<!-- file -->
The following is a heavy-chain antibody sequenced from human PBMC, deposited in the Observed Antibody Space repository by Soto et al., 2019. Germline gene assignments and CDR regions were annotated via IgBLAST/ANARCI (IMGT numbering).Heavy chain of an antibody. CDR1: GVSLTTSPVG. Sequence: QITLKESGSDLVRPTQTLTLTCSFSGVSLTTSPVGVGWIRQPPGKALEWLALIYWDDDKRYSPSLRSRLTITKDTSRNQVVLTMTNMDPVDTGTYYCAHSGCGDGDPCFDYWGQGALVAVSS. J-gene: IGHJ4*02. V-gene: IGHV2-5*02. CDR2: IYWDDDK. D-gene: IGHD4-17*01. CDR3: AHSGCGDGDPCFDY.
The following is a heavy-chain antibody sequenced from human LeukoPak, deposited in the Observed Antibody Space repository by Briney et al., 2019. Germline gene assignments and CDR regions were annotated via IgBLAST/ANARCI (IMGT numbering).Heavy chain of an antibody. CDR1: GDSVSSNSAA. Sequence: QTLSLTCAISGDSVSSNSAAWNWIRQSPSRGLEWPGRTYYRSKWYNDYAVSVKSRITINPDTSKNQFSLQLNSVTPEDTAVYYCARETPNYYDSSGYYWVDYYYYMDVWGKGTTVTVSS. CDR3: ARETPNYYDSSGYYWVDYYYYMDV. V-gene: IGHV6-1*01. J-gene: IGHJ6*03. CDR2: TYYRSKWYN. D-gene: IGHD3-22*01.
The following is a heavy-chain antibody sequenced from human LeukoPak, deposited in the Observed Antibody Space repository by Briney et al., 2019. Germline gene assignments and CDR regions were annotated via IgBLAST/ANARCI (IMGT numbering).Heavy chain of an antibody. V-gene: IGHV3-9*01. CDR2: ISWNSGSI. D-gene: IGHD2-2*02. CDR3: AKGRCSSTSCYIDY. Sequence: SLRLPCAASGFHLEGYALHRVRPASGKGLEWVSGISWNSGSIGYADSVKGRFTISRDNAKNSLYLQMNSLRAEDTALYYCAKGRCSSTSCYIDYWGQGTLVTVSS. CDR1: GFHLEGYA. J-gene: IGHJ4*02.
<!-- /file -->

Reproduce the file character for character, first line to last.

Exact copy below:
The following is a heavy-chain antibody sequenced from human PBMC, deposited in the Observed Antibody Space repository by Soto et al., 2019. Germline gene assignments and CDR regions were annotated via IgBLAST/ANARCI (IMGT numbering).Heavy chain of an antibody. CDR1: GVSLTTSPVG. Sequence: QITLKESGSDLVRPTQTLTLTCSFSGVSLTTSPVGVGWIRQPPGKALEWLALIYWDDDKRYSPSLRSRLTITKDTSRNQVVLTMTNMDPVDTGTYYCAHSGCGDGDPCFDYWGQGALVAVSS. J-gene: IGHJ4*02. V-gene: IGHV2-5*02. CDR2: IYWDDDK. D-gene: IGHD4-17*01. CDR3: AHSGCGDGDPCFDY.
The following is a heavy-chain antibody sequenced from human LeukoPak, deposited in the Observed Antibody Space repository by Briney et al., 2019. Germline gene assignments and CDR regions were annotated via IgBLAST/ANARCI (IMGT numbering).Heavy chain of an antibody. CDR1: GDSVSSNSAA. Sequence: QTLSLTCAISGDSVSSNSAAWNWIRQSPSRGLEWPGRTYYRSKWYNDYAVSVKSRITINPDTSKNQFSLQLNSVTPEDTAVYYCARETPNYYDSSGYYWVDYYYYMDVWGKGTTVTVSS. CDR3: ARETPNYYDSSGYYWVDYYYYMDV. V-gene: IGHV6-1*01. J-gene: IGHJ6*03. CDR2: TYYRSKWYN. D-gene: IGHD3-22*01.
The following is a heavy-chain antibody sequenced from human LeukoPak, deposited in the Observed Antibody Space repository by Briney et al., 2019. Germline gene assignments and CDR regions were annotated via IgBLAST/ANARCI (IMGT numbering).Heavy chain of an antibody. V-gene: IGHV3-9*01. CDR2: ISWNSGSI. D-gene: IGHD2-2*02. CDR3: AKGRCSSTSCYIDY. Sequence: SLRLPCAASGFHLEGYALHRVRPASGKGLEWVSGISWNSGSIGYADSVKGRFTISRDNAKNSLYLQMNSLRAEDTALYYCAKGRCSSTSCYIDYWGQGTLVTVSS. CDR1: GFHLEGYA. J-gene: IGHJ4*02.